Apr 30, 2018 | By David

A team of students at Rice University has made use of a 3D printed heart to develop a demonstration for the next generation of pacemakers. Following the lead of many recent pacemaker devices that can operate wirelessly, their pacemaker features a series of tiny sensor chips that create an embedded network within the heart, which releases energy when a problem is detected. The team, known as "Love and Pace" and made up of electrical and computer engineering seniors, was awarded the Excellence in Capstone Engineering Design Award and a $1,000 prize at the annual George R. Brown Engineering Design Showcase for its efforts.

Traditional pacemakers are powered by a pulse generator which is located in a patient’s chest, and is connected to the heart via up to three wired stimulus and sensing leads. Recent wireless devices have made use of radio frequency energy harvesting instead, in order to provide the jolt that is needed to keep the heart running in the correct way. Last year, a former Rice faculty member, Aydin Babakhani, and his Texas Medical Center colleagues, introduced a concept for a more advanced version of this wireless pacemaker that could be embedded in the heart. The Love and Pace team, consisting of Yoseph Maguire, Chris Chivetta, Yixin Chen, Cody Tapscott, Ricky Chen and June Chen, developed this idea further.

Their design for the pacemaker device has a base station located under the skin, which charges via radio frequency and communicates with the network of minuscule chips, each the size of a grain of rice. When the base station senses a problem with the heart’s rhythm, it can automatically trigger the embedded chips to release a jolt of energy timed to re-establish the heart’s normal rhythm.

"It’s a master-slave network," Maguire said. "Once you have these chips positioned within the heart and covered over by scar tissue, they would communicate with the aggregator — a bigger board that has an RFID reader, takes in all the data, processes it and relays it back to the chips."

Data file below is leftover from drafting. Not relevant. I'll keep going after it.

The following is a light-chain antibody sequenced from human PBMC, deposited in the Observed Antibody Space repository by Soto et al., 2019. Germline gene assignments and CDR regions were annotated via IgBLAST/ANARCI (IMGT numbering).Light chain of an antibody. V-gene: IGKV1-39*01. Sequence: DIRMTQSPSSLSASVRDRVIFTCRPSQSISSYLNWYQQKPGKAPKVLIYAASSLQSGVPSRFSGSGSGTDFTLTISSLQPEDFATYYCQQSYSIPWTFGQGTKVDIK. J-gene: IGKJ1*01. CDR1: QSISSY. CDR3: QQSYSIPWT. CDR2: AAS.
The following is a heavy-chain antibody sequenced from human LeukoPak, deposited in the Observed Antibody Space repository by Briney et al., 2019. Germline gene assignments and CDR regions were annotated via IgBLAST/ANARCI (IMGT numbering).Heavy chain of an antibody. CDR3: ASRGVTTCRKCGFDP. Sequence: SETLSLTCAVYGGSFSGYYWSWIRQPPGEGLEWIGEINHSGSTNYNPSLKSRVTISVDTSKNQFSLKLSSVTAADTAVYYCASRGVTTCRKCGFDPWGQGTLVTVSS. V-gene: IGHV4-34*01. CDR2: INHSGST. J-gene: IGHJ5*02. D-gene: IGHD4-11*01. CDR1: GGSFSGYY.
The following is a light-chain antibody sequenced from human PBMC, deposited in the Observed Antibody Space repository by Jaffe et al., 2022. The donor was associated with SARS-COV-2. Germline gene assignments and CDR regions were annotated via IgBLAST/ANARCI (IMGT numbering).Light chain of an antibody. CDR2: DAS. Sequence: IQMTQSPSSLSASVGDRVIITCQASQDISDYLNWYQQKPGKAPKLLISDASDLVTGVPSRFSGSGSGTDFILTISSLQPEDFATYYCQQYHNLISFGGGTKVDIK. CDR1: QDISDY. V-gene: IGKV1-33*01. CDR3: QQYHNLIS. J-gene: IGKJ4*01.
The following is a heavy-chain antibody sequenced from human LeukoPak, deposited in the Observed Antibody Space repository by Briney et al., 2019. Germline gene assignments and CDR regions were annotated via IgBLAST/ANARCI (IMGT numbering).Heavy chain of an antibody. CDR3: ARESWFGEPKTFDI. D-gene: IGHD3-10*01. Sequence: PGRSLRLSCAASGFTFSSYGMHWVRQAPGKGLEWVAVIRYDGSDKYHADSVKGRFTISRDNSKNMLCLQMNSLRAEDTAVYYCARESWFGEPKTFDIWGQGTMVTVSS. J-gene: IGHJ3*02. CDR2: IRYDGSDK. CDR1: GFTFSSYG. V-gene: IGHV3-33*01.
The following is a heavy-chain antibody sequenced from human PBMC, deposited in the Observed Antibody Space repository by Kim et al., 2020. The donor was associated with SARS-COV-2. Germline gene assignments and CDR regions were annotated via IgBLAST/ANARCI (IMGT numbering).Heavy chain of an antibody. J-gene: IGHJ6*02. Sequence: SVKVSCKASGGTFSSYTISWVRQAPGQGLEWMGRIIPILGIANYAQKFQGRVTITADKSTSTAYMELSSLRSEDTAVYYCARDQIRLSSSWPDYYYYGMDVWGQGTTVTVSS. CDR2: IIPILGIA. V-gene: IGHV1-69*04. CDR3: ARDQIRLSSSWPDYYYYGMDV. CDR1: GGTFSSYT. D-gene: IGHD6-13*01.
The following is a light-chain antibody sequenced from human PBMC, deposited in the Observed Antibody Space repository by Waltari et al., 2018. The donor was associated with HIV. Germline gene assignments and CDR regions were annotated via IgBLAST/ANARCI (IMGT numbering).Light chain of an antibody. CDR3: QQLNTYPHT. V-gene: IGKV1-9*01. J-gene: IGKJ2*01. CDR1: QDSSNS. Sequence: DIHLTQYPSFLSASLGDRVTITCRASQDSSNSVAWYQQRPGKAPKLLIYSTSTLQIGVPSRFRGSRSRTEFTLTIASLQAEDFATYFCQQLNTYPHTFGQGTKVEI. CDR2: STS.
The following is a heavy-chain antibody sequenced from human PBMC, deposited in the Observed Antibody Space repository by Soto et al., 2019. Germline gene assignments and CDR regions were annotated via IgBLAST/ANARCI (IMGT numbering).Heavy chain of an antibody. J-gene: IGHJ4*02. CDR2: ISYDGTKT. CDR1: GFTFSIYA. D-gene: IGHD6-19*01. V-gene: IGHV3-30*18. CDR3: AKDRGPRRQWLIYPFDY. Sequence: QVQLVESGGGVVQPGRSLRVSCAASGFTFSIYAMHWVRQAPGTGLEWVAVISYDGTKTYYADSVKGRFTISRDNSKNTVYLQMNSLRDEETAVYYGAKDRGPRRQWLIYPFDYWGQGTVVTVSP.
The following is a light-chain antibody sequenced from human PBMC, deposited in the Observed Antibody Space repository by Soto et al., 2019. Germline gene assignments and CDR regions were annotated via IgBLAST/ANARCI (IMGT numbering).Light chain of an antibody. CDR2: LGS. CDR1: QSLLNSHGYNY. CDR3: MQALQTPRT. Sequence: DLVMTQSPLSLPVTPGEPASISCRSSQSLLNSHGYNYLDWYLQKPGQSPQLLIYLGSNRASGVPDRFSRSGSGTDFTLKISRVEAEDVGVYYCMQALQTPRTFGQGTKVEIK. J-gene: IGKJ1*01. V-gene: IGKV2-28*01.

3D printing was used to put together an initial demonstration for the device, and we've reported before on the way that the medical field is changing with the help of innovative new 3D printed medical devices. A 3D printed heart was part of their system that used light traces, triggered by programmed anomalies, and sensor-simulator chips that detected these anomalies and sent data to the base station via radio frequency. The station then commanded the stimulators to release timed jolts to adjust the heart’s rhythm. This simulated the way the real system would work, delivering 25 nanojoule charges upon detection of problems, in order to stimulate the heart’s muscles.

The network of chips and sensors operated using a machine learning program to process the real-time data that was being gathered. Behnaam Aazhang, a professor of electrical and computer engineering, and Yingyan Lin, a Texas Instruments visiting research assistant professor of electrical and computer engineering, contributed to this part of the project. The Love and Pace team also enlisted the help of faculty advisers Joseph Cavallaro, a professor of electrical and computer engineering, and Gary Woods, a professor in the practice of computer technology and electrical and computer engineering, along with Texas Heart Institute cardiologists Dr. Mehdi Razavi and Dr. Brian Greet.

 (source: Rice)

This proof-of-concept is just the first phase on the long journey to eventually developing a working prototype of this next-generation pacemaker. The project will be part of Rice’s Vertically Integrated Projects program, and future students will continue the work that has been started by the Love and Pace team.

(source: Rice) 

 

 

Posted in 3D Printing Application

 

 

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